Graduate student in Atmospheric Sciences researching applications of machine learning to ensemble weather forecasting
Can machines learn to predict the weather? More specifically, can we train deep convolutional neural networks to forecast globally-gridded weather data solely from past observations, that is, with no knowledge of the physics of the atmosphere? We have tried exactly that, and found that deep learning can significantly outperform benchmarks such as climatology, persistence, and the physical barotropic vorticity model. While the neural networks don't perform as well as operational weather models, we still have a lot more atmospheric variables to add to the mix!
A fundamental problem of ensemble weather forecasting is statistical post-processing of ensemble data. How can we determine which of the ensemble solutions will be closest to the observed weather given that all solutions are nominally equally likely? We turn to deep learning to help answer this question, and examine its capability to produce meaningful, forecaster-ready weather information.
Deep convection and severe thunderstorms offer a unique environment for testing the Lorenzian theory of intrinsic weather predictability. For my Master's work, my advisor Dr. Dale Durran and I used idealized and real-environment weather simulations to make important demonstrations that small errors in model initial conditions on the large scales (e.g., synoptic fronts) have just as much influence as large errors on scales as small as butterflies.
DLWP is no ordinary weather forecasting model. It doesn't know physics and it doesn't calculate how atmospheric motions evolve. Instead, it learns to emulate this solely by recognizing patterns in historical weather data. The code repository for DLWP includes modules to download and process the reanalysis data, long with robust code for building neural networks in Keras and TensorFlow and using them to forecast time series of weather.
MOS-X is a simple proof-of-concept machine-learning based weather prediction model built using scikit-learn as an improvement over traditional Model Output Statistics (MOS). State-of-the-art numerical weather prediction (NWP) models, such as the Global Forecast System (GFS) and North American Mesoscale (NAM) models, do not represent localized weather well, and therefore rely on MOS to produce forecasts of surface parameters. MOS is an old, multiple-linear-regression technique that has mixed success, so I improved it using random forests and gradient boosting trees. It is currently being entered as a model in the WxChallenge collegiate weather forecasting competition and competes well with human forecasters! In fact, it even performed better than all human forecasters at Pueblo, CO in 2019.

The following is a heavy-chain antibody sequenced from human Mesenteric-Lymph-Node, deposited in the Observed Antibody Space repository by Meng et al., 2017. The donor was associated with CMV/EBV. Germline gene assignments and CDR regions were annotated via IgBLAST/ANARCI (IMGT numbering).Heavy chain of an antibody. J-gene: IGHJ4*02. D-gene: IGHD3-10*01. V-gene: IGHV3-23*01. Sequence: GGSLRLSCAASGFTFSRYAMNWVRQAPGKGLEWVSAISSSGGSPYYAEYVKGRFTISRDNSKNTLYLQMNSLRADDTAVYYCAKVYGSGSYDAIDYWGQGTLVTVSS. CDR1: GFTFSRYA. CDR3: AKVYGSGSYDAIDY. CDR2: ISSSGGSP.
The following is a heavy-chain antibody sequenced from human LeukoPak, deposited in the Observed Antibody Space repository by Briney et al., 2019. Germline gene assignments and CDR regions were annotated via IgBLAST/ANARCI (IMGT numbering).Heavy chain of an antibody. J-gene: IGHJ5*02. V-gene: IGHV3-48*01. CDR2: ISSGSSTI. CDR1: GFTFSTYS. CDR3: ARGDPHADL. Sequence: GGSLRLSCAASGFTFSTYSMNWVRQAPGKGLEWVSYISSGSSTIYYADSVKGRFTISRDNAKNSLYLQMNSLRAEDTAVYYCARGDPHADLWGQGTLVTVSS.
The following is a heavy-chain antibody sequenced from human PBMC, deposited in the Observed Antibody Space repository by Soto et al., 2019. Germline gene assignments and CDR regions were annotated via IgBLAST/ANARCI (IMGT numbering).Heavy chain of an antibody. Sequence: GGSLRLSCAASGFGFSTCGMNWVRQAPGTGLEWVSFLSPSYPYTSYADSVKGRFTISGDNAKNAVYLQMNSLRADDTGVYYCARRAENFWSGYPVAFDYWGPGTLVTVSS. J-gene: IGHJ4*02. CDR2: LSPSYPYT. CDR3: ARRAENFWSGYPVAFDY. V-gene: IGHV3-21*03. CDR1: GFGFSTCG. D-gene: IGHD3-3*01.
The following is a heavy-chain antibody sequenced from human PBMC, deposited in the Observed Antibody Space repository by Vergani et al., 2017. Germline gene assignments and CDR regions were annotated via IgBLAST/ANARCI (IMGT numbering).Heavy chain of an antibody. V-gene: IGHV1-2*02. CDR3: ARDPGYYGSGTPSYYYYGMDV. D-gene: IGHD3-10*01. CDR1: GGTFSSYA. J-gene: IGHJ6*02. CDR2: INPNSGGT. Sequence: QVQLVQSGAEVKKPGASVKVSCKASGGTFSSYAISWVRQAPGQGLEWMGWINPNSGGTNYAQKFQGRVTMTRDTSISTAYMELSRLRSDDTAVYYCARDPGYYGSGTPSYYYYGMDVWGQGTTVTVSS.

Since October 2015 I have managed a personal weather station reporting weather at the University of Washington's Atmospheric Sciences-Geophysics building. The data are displayed on my weather station's website here.
With so many different sources of weather forecasts out there (National Weather Service, Weather Channel, AccuWeather, to name a few) how do we know which one is most accurate? And, supposing you're an amateur weather forecaster, how do you put all that data together into a better forecast for tomorrow's weather? That's what theta-e is built for.
To address my second topic of research above, I am developing code to analyze weather model data from the NCAR operational ensemble forecasts and calculate verification metrics from observed radar and surface data. This work-in-progress will ultimately be a generalized tool to build AI models to predict many weather parameters from these datasets.
Weyn, J. A., Durran, D. R., & Caruana, R. (2019). Using deep learning to predict gridded 500-hPa geopotential height from historical weather data. JAMES, 11. DOI
Weyn, J. A., & Durran, D. R. (2018). The scale dependence of initial-condition sensitivities in simulations of convective systems over the Southeastern US. Quarterly Journal of the Royal Meteorological Society. DOI
Weyn, J. A., & Durran, D. R. (2018). Ensemble spread grows more rapidly in higher-resolution simulations of deep convection. Journal of the Atmospheric Sciences, 75(10), 3331-3345. DOI
Durran, D., Weyn, J. A., & Menchaca, M. Q. (2017). Practical Considerations for Computing Dimensional Spectra from Gridded Data. Monthly Weather Review, 145(9), 3901–3910. DOI
Weyn, J. A., & Durran, D. R. (2017). The dependence of the predictability of mesoscale convective systems on the horizontal scale and amplitude of initial errors in idealized simulations. Journal of the Atmospheric Sciences, 74(7), 2191–2210. DOI
Durran, D. R., & Weyn, J. A. (2016). Thunderstorms Do Not Get Butterflies. Bulletin of the American Meteorological Society, 97(2), 237–243. DOI